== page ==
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The partition of India, 1947, some call it vivisection as Gandhi had, has without doubt been the most wounding trauma of the twentieth century. It has seared the psyche of four plus generations of this subcontinent. Why did this partition take place at all? Who was/is responsible - Jinnah? The Congress party? Or the British? Jaswant Singh attempts to find an answer, his answer, for there can perhaps not be a definitive answer, yet the author searches. Jinnah's political journey began as 'an ambassador of Hindu-Muslim Unity' (Gopal Krishna Gokhale), yet ended with his becoming the 'sole spokesman' of Muslims in India; the creator of Pakistan, The Quaid-e-Azam: How and why did this transformation take place?
No Indian or Pakistani politician/Member of Parliament has ventured an analytical, political biography of Quaid-e-Azam Mohammad Ali Jinnah, about whom views necessarily get divided as being either Hagiographical or additional demonology. The book attempts an objective evaluation. Jaswant Singh's experience as a minister responsible for the conduct of India's foreign policy, managing the country's defence (concurrently), had been uniformly challenging (Lahore Peace process; betrayed at Kargil; Kandahar; the Agra Peace Summit; the attack on Jammu and Kashmir Assembly and the Indian Parliament; coercive diplomacy of 2002; the peace overtures reinitiated in April 2003).
He asks where and when did this questionable thesis of 'Muslims as a separate nation' first originate and lead the Indian sub-continent to? And where did it drag Pakistan to? Why then a Bangladesh? Also what now of Pakistan? Where is it headed? This book is special; it stands apart, for it is authored by a practitioner of policy, an innovator of policies in search of definitive answers. Those burning 'whys' of the last sixty-two years, which bedevil us still. Jaswant Singh believes that for the return of lasting peace in South Asia there is no alternative but to first understand what made it 'abandon' us in the first place. Until we do that, a minimum, a must, we will never be able to persuade peace to return.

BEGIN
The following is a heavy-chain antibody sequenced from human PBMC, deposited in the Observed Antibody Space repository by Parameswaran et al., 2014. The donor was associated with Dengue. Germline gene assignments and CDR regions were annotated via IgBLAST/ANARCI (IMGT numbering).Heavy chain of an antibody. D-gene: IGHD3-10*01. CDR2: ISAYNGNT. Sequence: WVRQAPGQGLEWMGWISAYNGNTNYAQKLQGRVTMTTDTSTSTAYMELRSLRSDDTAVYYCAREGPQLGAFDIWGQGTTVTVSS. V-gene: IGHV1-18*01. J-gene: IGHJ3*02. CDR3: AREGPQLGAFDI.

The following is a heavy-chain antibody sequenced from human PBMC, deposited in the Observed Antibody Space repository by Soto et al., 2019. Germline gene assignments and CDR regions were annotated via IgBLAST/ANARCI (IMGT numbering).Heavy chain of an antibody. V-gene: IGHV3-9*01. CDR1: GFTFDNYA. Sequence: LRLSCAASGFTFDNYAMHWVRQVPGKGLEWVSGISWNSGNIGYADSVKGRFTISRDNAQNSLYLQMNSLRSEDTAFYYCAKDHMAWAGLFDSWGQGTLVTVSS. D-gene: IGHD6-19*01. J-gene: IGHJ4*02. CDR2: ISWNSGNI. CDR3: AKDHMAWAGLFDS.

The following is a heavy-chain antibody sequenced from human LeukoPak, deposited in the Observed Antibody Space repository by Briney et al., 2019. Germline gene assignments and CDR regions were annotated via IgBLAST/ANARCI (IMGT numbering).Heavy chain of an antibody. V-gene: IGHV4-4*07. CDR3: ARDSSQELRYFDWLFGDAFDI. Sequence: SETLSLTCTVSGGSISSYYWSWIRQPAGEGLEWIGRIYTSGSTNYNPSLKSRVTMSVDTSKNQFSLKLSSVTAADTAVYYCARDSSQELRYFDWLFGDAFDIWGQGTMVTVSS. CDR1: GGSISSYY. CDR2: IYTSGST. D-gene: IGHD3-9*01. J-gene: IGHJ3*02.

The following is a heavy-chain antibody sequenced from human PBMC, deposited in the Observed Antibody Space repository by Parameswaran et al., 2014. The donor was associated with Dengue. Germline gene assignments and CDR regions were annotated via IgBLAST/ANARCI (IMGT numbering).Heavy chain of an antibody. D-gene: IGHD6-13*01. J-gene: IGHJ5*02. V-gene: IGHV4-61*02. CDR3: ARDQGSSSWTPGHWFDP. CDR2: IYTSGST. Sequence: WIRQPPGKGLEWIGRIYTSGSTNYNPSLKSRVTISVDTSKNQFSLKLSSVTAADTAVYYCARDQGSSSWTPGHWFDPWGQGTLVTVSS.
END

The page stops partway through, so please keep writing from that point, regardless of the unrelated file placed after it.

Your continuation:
|Publisher:||Laurier Books Ltd|
|Edition description:||New Edition|
About the Author
Jaswant Singh (born 3 January 1938) is an Indian politician. He is from the Indian State of Rajasthan and was an officer in the Indian Army in the 1960s. He served as Finance minister in the short-lived government of Atal Bihari Vajpayee, which lasted just from 16 May 1996, to 1 June 1996. After Vajpayee became Prime Minister again two years later, he became Minister for External Affairs of India, serving from 5 Dec. 1958 until 1 July 2002. Responsible for the foreign policy, he dealt with high tensions between India and Pakistan. In July 2002, he became Finance Minister again, switching posts with Yashwant Sinha. He served as Finance Minister until the defeat of the Vajpayee government in May 2004 and was instrumental in defining and pushing through the market-friendly reforms of the government. Known for his moderate political views, he is a self-described liberal democrat even though the Bharatiya Janata Party is often described as a right-wing nationalist organization. He was conferred the Outstanding Parliamentarian Award for the year 2001. On 19 August 2009, he was expelled from BJP after criticism over his remarks in this book.
Table of Contents
List of Illustration Acknowledgements
Introduction: A Complex Opening
1. India and Islam
2. Jenabhai to Jinnah: The Journey
3. The Turbulent Twenties
4. Sharpening Focus-Narrowing Options
5. A Short Decade-A Long End Game
6. Sunset of the Empire-'Post-dated Cheque on a Collapsing Bank'
7. A War of Succession-Diverging Paths
8. Stymied Negotiations?
9. Mountbatten Viceroyalty: The End of the Raj
10. Pakistan: Birth-Independence: The Quaid-i-Azam's Last Journey
11. In Retrospect